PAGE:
• Direct Save Telecom: Direct Save Telecom isn’t strictly a rural broadband provider. It is however one of the few ADSL broadband providers to launch contracts aimed at those ‘off network’
  • exWavia: exWavia is a wireless broadband provider serving locations in north and mid-Wales (Anglesey, Bodedern, Clwyd, Glamorgan, Gwynedd, Holyhead, Montgomeryshire, Powys).
  • FibreWiFi: FibreWiFi is a provider of wireless internet services based in and providing services to communities in Essex. Broadband speeds of 25Mbps and 50Mbps (downloads and uploads) are available to buy from FibreWiFi.
  • Fibre GarDen: Fibre GarDen is a community project aimed at bringing FTTP (Fibre to the Premises) fibre broadband to the Garsdale and Dentdale parishes. 40Mbps and 100Mbps speeds are expected by Christmas 2013.
  • Fibrewave Networks: Working in East Anglia and the East Midlands to provide rural broadband access via a variety of technologies including FTTP, wireless and TV white space.
  • Gigaclear: a provider of rural fibre broadband, Gigaclear provides 1Gbps internet to 400 homes and businesses in Appleton & Eaton in Oxfordshire and is a major stakeholder in Rutland Telecom (see below).
  • Gigabit Jersey/Jersey Telecom: Jersey Telecom is currently rolling out its ‘Gigabit Jersey’ initiative which will see 1Gbps down, 100Mbps up FTTP fibre broadband piped to everyone on the island by 2016.
  • Kijoma Broaband: Wireless ISP based in cental southern England. Offering top 40Mbps download speeds on a range of home and business packages, Kijoma has also launched wireless broadband services in Staffordshire, supplying communities in Tatenhill and Rangemore.
  • i love broadband: Wireless community ISP under the NYnet initiative in North Yorkshire, supplying up to 50Mbps connections, starting at £12.99/month.
  • Jibba Jabba: Sadly Jibba Jabba isn’t an ISP owned by Mr. T – it is however a provider of wireless broadband covering a number of towns and areas of the UK. Dinnington, Doncaster, Grimsby, Goole, Howden, Retford and Worksop are all covered. Jibba Jabba’s packages start at £17.99/month for 5Mbps down and 1Mbps up. Installation is £90 for all services but as no landline is required there’s no line rental cost. Jibba Jabba is planning to launch ‘ even faster speeds very shortly.’ We’ll update when they do.
  • LonsdaleNET: Owned by the Earl of Lonsdale (Lord Lonsdale), LonsdaleNET rose from the ashes of NextGenUs Cumbria in early 2012, and provides wireless broadband across the rural Eden Valley and surrounding areas at up-to-60Mbps each way.
  • NyNet: NyNet is a provider of broadband connectivity to the public and private sector throughout North Yorkshire. Committed to providing high speed broadband to all by 2017, NyNet’s efforts will run alongside those of BT’s in the region; BT recently won a contract which will see it providing 80Mbps broadband to 90 per cent of the county by 2015.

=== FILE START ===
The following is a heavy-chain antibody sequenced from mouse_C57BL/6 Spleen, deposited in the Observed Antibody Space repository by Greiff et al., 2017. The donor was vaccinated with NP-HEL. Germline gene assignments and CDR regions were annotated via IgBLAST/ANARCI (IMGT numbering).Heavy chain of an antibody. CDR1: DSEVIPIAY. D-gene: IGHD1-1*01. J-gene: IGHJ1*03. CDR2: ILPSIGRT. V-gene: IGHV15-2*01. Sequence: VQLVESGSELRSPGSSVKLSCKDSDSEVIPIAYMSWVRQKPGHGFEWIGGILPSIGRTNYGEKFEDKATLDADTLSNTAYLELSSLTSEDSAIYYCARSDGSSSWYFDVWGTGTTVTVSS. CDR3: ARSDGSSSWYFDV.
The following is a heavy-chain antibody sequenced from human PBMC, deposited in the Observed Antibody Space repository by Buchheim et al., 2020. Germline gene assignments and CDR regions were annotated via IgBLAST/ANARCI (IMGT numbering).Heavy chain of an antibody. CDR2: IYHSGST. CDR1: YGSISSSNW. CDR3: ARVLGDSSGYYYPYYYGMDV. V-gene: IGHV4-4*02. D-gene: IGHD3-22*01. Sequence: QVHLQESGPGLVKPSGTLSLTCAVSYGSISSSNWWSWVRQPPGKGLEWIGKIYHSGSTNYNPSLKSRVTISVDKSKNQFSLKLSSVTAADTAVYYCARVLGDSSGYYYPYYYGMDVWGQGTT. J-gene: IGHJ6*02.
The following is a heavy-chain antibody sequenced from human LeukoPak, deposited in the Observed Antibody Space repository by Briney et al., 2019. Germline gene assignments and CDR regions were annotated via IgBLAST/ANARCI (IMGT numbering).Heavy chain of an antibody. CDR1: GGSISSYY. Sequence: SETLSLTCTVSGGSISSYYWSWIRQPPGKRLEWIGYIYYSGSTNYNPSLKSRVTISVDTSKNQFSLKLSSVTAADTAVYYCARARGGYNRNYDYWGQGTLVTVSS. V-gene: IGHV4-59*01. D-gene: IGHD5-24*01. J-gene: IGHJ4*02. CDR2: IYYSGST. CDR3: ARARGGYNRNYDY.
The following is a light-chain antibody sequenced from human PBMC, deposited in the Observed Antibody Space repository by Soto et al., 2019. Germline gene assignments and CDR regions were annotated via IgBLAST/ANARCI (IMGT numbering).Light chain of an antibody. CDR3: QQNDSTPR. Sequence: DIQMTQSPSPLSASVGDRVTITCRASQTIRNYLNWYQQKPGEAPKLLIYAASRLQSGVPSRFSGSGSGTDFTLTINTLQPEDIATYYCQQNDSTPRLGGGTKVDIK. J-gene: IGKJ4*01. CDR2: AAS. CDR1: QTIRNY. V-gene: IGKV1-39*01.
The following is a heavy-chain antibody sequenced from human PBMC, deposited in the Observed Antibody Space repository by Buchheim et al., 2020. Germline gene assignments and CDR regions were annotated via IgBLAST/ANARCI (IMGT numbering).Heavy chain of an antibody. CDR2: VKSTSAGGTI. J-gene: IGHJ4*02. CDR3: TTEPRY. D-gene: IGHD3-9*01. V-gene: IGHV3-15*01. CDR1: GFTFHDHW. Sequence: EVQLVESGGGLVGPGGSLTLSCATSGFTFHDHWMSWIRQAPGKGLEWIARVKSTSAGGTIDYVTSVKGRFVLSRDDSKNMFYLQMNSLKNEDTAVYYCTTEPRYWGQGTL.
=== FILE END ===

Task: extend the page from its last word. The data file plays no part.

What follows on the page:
• Quickline: Quickline is a wireless broadband provider serving areas in the Humberside region – Hull, Scunthorpe, Doncaster, Bridlington, Beverley and Grimsby are all covered by Quickline’s broadband footprint. Providing symmetrical 10Mbps (down and up) wireless broadband plus business packages with 20Mbps download speeds. 
  • Radnor Broadband: A community group working with eXwavia in Radnorshire, in Powys, mid-Wales, to provide wireless internet access.
  • Rutland Telecom: Rutland Telecom provides fast broadband up to 24Mbps (with the option of taking an extra line and getting 48Mbps) to parts of Rutland; Uppingham, Ridlington, Ayston, Glaston, Lyddington, Stoke Dry, Thorpe-by-Water, Stockerston, Oakham, Langham, Barleythorpe, Braunston, Burley, Brooke, Empingham, Whitwell & Essendine.
  • Superfast Cornwall: Superfast Cornwall is a venture co-funded by the EU, BT and Cornwall Council. The aim is to get fibre broadband (both FTTC and FTTP are being put in the ground), wireless and satellite broadband to every home and business in Cornwall and on the Scilly Isles by 2014.
  • Shetland Telecoms: Shetland Telecoms is a Shetland Islands Council initiative project aimed at getting 90 per cent of Shetland’s residents getting at least 25Mbps broadband by March 2016.
  • Tooway Direct: Tooways Direct is a satellite broadband ISP selling Tooway broadband providing top download speeds of 18Mbps.
  • Uppingham First: Uppingham First is a community venture that runs the Uppingham Broadband Mast Project. This aims to bring 30Mbps speeds to residents of Uppingham in Rutland and the surrounding areas.  
  • Vispa: Vispa is an ISP providing ADSL, FTTC fibre and wireless broadband. Its wireless broadband services are available to Winwick and Burtonwood, bringing up to 60Mbps speeds to residents.
  • WiSpire: WiSpire is a wireless broadband project servicing the Diocese of Norwich. A joint venture with business ISP FreeClix, WiSpire provides speeds of up to 8Mbps and unlimited downloads for £23 a month plus £60 installation. 

Main image credit: Flickr user Duncan~

Previous news stories on Rural Broadband 

Superfast 1Gbps broadband comes to the Cotswolds

Residents of the villages of Overbury and Conderton in the Cotswolds can plug into superfast broadband speeds of up to 1Gbps.

The Overbury Estate in Gloucestershire was able to roll out FTTP (Fibre to the Premises) to 48 locations between the villages, thanks to Calix’s E7-2 technology and fibre broadband installer Fibre Options.

Rural Broadband: Superfast 1Gbps broadband comes to the Cotswolds